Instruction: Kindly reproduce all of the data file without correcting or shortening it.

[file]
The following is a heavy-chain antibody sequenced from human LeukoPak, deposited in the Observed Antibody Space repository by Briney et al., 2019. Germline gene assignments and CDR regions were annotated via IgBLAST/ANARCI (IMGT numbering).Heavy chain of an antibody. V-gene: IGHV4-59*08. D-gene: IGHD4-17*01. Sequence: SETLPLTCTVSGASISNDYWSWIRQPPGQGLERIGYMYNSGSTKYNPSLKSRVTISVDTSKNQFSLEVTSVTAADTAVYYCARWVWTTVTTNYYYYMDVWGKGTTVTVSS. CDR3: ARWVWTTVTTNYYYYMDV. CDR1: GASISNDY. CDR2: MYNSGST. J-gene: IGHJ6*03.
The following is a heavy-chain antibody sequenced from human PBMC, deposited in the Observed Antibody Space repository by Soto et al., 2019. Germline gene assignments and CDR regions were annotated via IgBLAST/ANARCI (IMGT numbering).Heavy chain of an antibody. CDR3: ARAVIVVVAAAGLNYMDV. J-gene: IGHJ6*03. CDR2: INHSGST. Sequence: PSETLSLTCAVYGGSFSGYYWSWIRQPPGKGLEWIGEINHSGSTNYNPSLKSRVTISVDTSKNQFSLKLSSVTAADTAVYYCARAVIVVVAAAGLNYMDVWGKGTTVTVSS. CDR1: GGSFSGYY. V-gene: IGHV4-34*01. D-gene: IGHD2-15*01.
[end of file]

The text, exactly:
The following is a heavy-chain antibody sequenced from human LeukoPak, deposited in the Observed Antibody Space repository by Briney et al., 2019. Germline gene assignments and CDR regions were annotated via IgBLAST/ANARCI (IMGT numbering).Heavy chain of an antibody. V-gene: IGHV4-59*08. D-gene: IGHD4-17*01. Sequence: SETLPLTCTVSGASISNDYWSWIRQPPGQGLERIGYMYNSGSTKYNPSLKSRVTISVDTSKNQFSLEVTSVTAADTAVYYCARWVWTTVTTNYYYYMDVWGKGTTVTVSS. CDR3: ARWVWTTVTTNYYYYMDV. CDR1: GASISNDY. CDR2: MYNSGST. J-gene: IGHJ6*03.
The following is a heavy-chain antibody sequenced from human PBMC, deposited in the Observed Antibody Space repository by Soto et al., 2019. Germline gene assignments and CDR regions were annotated via IgBLAST/ANARCI (IMGT numbering).Heavy chain of an antibody. CDR3: ARAVIVVVAAAGLNYMDV. J-gene: IGHJ6*03. CDR2: INHSGST. Sequence: PSETLSLTCAVYGGSFSGYYWSWIRQPPGKGLEWIGEINHSGSTNYNPSLKSRVTISVDTSKNQFSLKLSSVTAADTAVYYCARAVIVVVAAAGLNYMDVWGKGTTVTVSS. CDR1: GGSFSGYY. V-gene: IGHV4-34*01. D-gene: IGHD2-15*01.